May 25, 2022

Alex Iskold is “one of the happiest people you’ll ever meet,” he says. He is the co-founder and managing partner of venture capital firm 2048 Ventures. Prior to that, he spent five years at TechStars as the New York City General Program Manager, investing in and supporting over 100 startups. Over the years, he has also built up a huge network of contacts, contacts that he uses for the second time in two years.

For the first time, Iskold and fellow venture capitalist Minda Bruce called on these friends and acquaintances to organize and donate directly to families in need of financial assistance at the start of the pandemic, a type of human blockchain such as New York Times federal support. The mechanism described it before it started working. In the end, says Iskold, the group was able to give $3 million to about 1,000 families.

Although they had no intention of doing it again, Iskold is now in the process of rebuilding the group and Project 1K has been asked to provide much needed assistance to Ukrainian refugees to revive the previous operation. Those who have fled the country, as well as the families who remain trapped inside, are suddenly out of work, and a growing number of them have no place to call home.

Like many viewers around the world, Iskold is stunned by an invasion that was unimaginable a month ago but has already displaced more than 2 million people and caused more than $100 billion in damage.

But it’s also personal. Iskold is Ukrainian. He spent the first 19 years of his life in the countryside and still has many cousins, friends and acquaintances. (The second cousin and her family are said to have fled almost immediately, while the other desperate remained because they have sons and husbands aged between 18 and 60 and are therefore not allowed to leave the country.)

Not surprisingly, the Iskold network heeded the call for help. Since he tweeted 11 days ago that he was resurrecting the 1K project to send money to Ukrainians, a network of 30 volunteers ranging from developers to data analysts has become a way to spread the word and help funders and recipients. . reach each other.

As Iskold explains: “The most powerful thing we have created is a distributed network. [that quickly enables] Sponsors and families to register. Those interested can find the form on our website. There is an easy verification process for sponsors and a strict verification process for recipients with priority for families. But once the sponsor and family are approved, they will be matched and the sponsor will receive a text or email with instructions on how to fund the family. [the only money transfer service] smart.com.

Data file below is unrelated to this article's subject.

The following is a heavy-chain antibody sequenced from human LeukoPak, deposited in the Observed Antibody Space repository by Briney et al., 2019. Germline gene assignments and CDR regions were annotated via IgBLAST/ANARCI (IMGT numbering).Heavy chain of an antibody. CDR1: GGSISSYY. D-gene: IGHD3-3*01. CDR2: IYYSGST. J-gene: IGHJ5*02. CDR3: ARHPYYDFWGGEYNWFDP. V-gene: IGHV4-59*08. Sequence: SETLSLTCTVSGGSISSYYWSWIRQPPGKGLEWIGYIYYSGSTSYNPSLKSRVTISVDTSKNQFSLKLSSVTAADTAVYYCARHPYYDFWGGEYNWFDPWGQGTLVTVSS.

Donations made in $1,000 increments are tax-deductible, but for those who want to donate large amounts and get tax credits for them, Iskold says the group is part of an organization called OpenCollective.com that uses it as their ” tax sponsor. . (For example, to sponsor families of five or more, Project 1K sends a donor with instructions on how to donate to OpenCollective; money is sent to families via this vehicle.)

More volunteers and donors are needed. The pop-up organization, which Iskold called “a razor focused on helping families with more than three children,” including women who are either in war zones or otherwise displaced with their children, may already have more demand than this. . “We have a ranking algorithm and soon we will fund 1,200 families,” he says. “But we have 12,000 candidates and we can’t fund everyone; We just don’t have enough. ,

There are “many use cases” for how money is distributed, Iskold said, crediting Ukraine’s banking system for continuing to operate in a state of total chaos. Some families used the money to move to safer parts of the country; Already other countries outside of Ukraine are using it as an emergency measure to feed their children. In all cases, families are in a very precarious position.

Iskold says: “We heard from some families that they send us absolutely crazy pictures of them sitting on the couch, and the next day the bombs completely blew up their houses, and they have nowhere to live, and they need to live. find out how they can get out of this place [not much more] than t-shirts. ,

The stories follow him. “I thank you and cry all the time,” he says. Even worse, he knows that his vast and enthusiastic network can’t do much. “We hear about a lot of issues that we can’t help with, like military ammunition or medical supplies.”

Every day he worries about people he knows, especially if they are hard to find. “You know how you see the green dot [on your smartphone] And sometimes not?

Meanwhile, he does what he can – and makes a dent. Since the relaunch of the 1K project, people have donated $1 million to more than 800 families, “extremely helping refugees” who left everything in an instant.

Unfortunately, this need seems to be balloon-ready. “When families move within Ukraine and are lucky enough to move to refugee centers,” says Iskold, “a lot is arranged for them. When they are not in the refugee center, they need food, they need help.”

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